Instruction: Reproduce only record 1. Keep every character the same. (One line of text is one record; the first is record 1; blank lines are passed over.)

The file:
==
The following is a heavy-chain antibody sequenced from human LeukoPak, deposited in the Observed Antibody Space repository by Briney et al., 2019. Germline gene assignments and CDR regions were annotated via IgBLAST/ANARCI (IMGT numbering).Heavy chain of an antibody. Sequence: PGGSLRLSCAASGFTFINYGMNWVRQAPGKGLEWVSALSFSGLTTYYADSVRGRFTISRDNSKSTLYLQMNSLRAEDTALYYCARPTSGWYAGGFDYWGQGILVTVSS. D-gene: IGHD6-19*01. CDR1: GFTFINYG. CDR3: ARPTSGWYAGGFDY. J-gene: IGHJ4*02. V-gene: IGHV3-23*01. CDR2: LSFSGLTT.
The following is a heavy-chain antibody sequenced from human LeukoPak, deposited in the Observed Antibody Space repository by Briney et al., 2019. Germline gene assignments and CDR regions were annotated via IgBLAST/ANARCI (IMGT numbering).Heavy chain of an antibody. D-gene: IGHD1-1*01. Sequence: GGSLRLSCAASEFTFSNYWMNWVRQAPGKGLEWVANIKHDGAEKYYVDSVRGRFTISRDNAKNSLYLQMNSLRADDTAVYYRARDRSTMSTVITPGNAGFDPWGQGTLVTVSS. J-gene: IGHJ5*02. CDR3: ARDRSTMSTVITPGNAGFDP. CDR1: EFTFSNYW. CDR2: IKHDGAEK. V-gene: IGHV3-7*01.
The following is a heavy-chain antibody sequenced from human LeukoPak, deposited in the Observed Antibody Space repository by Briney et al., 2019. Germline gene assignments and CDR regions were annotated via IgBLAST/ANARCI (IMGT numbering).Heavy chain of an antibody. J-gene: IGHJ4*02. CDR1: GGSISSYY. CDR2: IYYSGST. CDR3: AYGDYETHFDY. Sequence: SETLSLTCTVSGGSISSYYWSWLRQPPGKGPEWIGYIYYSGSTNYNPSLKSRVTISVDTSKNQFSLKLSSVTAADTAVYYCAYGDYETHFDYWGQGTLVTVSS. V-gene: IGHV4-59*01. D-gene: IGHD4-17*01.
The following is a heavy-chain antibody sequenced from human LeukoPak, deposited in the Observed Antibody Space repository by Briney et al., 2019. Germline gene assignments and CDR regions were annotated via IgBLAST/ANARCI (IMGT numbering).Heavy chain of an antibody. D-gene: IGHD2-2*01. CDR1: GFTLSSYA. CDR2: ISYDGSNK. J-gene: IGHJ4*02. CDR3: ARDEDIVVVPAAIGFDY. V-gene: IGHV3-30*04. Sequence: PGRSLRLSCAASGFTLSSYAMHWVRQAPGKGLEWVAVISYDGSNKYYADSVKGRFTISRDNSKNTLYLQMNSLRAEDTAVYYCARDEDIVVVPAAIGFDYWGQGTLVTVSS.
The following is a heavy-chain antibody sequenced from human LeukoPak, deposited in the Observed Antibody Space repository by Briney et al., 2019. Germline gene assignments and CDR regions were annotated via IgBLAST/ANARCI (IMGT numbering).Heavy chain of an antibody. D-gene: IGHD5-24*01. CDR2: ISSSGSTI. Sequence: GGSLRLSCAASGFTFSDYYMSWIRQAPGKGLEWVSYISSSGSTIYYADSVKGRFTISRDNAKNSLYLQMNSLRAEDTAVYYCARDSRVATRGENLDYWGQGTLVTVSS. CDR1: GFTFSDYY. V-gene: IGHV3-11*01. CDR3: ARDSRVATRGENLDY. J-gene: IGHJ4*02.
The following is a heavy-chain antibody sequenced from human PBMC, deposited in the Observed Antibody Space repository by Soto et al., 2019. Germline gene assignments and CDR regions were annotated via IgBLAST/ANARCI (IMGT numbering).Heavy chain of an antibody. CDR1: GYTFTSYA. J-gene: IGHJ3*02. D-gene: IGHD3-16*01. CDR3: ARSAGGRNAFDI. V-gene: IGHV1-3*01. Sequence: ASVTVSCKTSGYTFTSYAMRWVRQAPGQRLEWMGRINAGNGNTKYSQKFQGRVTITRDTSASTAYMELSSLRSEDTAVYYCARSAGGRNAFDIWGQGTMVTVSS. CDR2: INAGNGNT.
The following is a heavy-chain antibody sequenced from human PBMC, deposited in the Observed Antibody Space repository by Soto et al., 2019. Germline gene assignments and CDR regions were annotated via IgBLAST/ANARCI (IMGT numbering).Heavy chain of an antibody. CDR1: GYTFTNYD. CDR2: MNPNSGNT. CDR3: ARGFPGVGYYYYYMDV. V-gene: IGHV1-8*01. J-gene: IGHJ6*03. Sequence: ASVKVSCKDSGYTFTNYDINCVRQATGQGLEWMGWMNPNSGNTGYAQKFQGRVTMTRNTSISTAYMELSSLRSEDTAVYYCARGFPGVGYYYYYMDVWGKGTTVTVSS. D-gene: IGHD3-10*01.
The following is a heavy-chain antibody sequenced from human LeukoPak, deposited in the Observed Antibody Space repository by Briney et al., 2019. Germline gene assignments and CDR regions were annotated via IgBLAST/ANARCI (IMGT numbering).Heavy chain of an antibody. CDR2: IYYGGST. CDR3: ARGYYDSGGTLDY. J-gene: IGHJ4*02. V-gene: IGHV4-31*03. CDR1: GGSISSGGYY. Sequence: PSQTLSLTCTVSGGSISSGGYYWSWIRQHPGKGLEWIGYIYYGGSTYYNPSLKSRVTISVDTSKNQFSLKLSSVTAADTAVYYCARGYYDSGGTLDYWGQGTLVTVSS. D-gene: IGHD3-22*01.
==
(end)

The following is a heavy-chain antibody sequenced from human LeukoPak, deposited in the Observed Antibody Space repository by Briney et al., 2019. Germline gene assignments and CDR regions were annotated via IgBLAST/ANARCI (IMGT numbering).Heavy chain of an antibody. Sequence: PGGSLRLSCAASGFTFINYGMNWVRQAPGKGLEWVSALSFSGLTTYYADSVRGRFTISRDNSKSTLYLQMNSLRAEDTALYYCARPTSGWYAGGFDYWGQGILVTVSS. D-gene: IGHD6-19*01. CDR1: GFTFINYG. CDR3: ARPTSGWYAGGFDY. J-gene: IGHJ4*02. V-gene: IGHV3-23*01. CDR2: LSFSGLTT.